I was recently traveling from Houston, TX, back to Oklahoma City, and as usual, I was flying Southwest. If you have ever flown SW, you know the drill: Line up according to your boarding number, A1-A60 first. My boarding position this trip was A31, so I was at the very front of the second line. Things at the airport were running “normal”: there was nice weather outside and the process progressed per usual. However, our boarding time passed. This was curious, as the gate door was open and the gate agent was at the computer terminal ready to begin scanning boarding documents, but the pilot was loitering just inside the jet bridge. Normally, he or she would be busy readying the plane for takeoff.
The gate agent was periodically talking with the captain, but they were out of earshot, so I couldn’t pick up what they were saying. Finally after about 15 minutes of this, a Southwest supervisor came up to the gate agent and asked, “Why are you not boarding?”
“We are short one flight attendant, who is late arriving on another flight,” was the response. I was not aware of this, but if the full complement of flight attendants is not on board to assist passengers, there is no boarding of the plane. It’s one of those things that makes you internally groan since you understand there are regulations that must be followed, but you are still going to be inconvenienced by the delay.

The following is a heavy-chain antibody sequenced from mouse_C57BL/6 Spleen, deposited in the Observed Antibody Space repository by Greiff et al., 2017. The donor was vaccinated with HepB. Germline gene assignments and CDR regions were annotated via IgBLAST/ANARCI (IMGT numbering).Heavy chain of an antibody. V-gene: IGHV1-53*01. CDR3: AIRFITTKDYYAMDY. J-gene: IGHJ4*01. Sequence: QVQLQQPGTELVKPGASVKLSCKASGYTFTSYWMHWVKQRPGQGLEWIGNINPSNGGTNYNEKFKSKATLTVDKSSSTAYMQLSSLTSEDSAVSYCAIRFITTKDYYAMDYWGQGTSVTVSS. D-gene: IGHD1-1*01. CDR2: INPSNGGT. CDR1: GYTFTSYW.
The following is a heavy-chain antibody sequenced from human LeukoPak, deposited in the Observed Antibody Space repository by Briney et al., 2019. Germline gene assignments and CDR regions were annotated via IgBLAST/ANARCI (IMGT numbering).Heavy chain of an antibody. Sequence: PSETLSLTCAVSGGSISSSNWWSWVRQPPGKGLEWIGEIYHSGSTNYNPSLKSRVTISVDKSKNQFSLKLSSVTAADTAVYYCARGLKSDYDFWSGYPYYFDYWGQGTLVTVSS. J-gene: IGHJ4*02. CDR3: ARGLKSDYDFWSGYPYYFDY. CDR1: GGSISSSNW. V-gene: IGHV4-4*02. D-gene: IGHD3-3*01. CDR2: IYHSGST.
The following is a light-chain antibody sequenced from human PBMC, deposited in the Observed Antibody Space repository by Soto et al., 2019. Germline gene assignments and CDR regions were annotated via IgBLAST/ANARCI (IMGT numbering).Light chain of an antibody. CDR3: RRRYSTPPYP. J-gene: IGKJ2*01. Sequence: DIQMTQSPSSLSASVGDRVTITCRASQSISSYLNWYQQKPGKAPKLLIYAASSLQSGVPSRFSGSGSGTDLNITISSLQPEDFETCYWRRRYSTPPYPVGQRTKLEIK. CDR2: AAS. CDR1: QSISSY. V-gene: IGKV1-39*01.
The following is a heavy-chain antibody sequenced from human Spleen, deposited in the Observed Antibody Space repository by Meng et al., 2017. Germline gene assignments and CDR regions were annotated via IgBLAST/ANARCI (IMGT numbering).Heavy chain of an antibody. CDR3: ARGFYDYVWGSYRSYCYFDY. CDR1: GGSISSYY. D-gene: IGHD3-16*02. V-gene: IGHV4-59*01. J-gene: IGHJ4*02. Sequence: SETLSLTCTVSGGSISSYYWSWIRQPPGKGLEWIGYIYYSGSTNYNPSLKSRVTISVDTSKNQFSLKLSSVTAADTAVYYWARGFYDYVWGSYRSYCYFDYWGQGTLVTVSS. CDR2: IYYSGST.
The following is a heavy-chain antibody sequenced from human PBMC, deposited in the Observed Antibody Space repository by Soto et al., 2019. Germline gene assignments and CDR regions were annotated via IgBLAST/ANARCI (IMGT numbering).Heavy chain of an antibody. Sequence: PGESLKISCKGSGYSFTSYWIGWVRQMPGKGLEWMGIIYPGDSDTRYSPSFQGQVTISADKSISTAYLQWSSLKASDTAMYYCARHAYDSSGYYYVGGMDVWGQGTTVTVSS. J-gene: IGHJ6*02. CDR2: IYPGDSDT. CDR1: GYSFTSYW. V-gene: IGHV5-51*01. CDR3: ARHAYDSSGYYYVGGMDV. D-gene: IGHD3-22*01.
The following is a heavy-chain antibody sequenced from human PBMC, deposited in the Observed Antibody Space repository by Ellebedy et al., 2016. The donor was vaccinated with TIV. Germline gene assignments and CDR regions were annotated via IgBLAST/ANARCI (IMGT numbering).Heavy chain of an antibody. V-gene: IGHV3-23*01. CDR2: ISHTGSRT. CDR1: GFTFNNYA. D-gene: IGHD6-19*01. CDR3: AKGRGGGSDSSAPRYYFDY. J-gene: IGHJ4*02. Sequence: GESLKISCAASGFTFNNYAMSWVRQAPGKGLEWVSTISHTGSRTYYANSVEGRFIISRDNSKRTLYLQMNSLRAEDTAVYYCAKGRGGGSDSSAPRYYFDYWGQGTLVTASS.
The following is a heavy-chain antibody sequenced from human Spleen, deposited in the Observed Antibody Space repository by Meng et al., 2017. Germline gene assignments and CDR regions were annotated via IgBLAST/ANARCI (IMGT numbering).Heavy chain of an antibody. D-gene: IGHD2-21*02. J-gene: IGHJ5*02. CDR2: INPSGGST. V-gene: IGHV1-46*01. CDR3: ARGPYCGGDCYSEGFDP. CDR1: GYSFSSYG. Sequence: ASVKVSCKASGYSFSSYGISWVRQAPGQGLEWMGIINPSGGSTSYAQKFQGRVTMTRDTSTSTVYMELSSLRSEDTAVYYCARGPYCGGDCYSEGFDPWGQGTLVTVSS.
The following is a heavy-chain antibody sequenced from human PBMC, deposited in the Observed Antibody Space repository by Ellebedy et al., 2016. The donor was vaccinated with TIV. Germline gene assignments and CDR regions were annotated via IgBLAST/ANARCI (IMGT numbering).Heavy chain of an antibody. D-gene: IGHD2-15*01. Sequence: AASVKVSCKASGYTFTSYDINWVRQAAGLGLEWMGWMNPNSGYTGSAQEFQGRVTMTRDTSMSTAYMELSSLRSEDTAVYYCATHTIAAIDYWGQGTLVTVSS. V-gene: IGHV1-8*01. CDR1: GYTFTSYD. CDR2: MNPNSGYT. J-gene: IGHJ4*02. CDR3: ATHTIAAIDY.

Then the supervisor said this: “I’m going on my dinner break, but I will stand in for the missing flight attendant so you can proceed with boarding.” This was a magical statement. She was willing to board the plane, giving all 148 of us who were waiting the opportunity to also board, and thus likely allow for the flight to leave on time. And she did it with a smile. It was truly in keeping with what I have come to expect from Southwest. In fact, by the time I was in the jet bridge heading down to the plane, I saw the supervisor coming back the other way, the missing flight attendant having made it in the meantime. She looked at me, recognized that I had overheard the original exchange, and said, “I’ll bet my dinner is still warm!”
Sometimes, things just go wrong. And when they do, it is up to senior leaders to exhibit… leadership. That may mean coordinating activities or other similar managerial functions, but sometimes, you have to man a post, pick up a phone, or address a customer concern. Doing so shows that you care about enhancing the customer experience. But it also sends a strong signal to your team that you are ready, willing, and able to do whatever is necessary to achieve a positive end result. Be that leader.